Thus, according to embodiments of the present invention, the bulk of each leaf in MLC 200 (that is, the second or non-overlapping portion of each leaf) is made from a less dense/lower-Z material than the overlapping (first) portions of each leaf. Leaves formed of different materials in this manner provide a number of advantages compared to leaves formed entirely of either higher density/higher-Z material or lower density/lower-Z material. Those advantages have been previously discussed herein.

Furthermore, the embodiments discussed in conjunction with FIG. 1 and the embodiments discussed in conjunction with FIG. 2 can be combined. That is, overlapping portions can be situated on adjacent surfaces of parallel leaves and on adjacent ends of opposing leaves.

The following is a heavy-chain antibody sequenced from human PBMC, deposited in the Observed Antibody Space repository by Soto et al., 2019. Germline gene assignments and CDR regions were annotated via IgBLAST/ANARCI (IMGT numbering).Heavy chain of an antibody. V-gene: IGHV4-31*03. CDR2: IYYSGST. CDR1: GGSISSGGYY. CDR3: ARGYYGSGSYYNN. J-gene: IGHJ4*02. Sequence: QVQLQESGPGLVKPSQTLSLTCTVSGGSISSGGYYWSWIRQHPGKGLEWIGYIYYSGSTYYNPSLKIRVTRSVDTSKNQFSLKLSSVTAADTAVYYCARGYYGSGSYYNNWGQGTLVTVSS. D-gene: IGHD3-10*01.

FIG. 3 is a cross-sectional view of adjacent leaves 310 and 311 according to an embodiment of the present invention. Leaf 310 includes overlapping portions 320 and 321 and non-overlapping portion 330, and leaf 311 includes overlapping portions 322 and 323 and non-overlapping portion 331. The overlapping portions 320-323 are made of a material that is different from the material used to make portions 330 and 331. In one embodiment, the overlapping portions 320-323 are made of a material that has a higher density than the material that makes up portions 330 and 331. In another embodiment, the overlapping portions 320-323 are made of a higher-Z material than the material that makes up portions 330 and 331.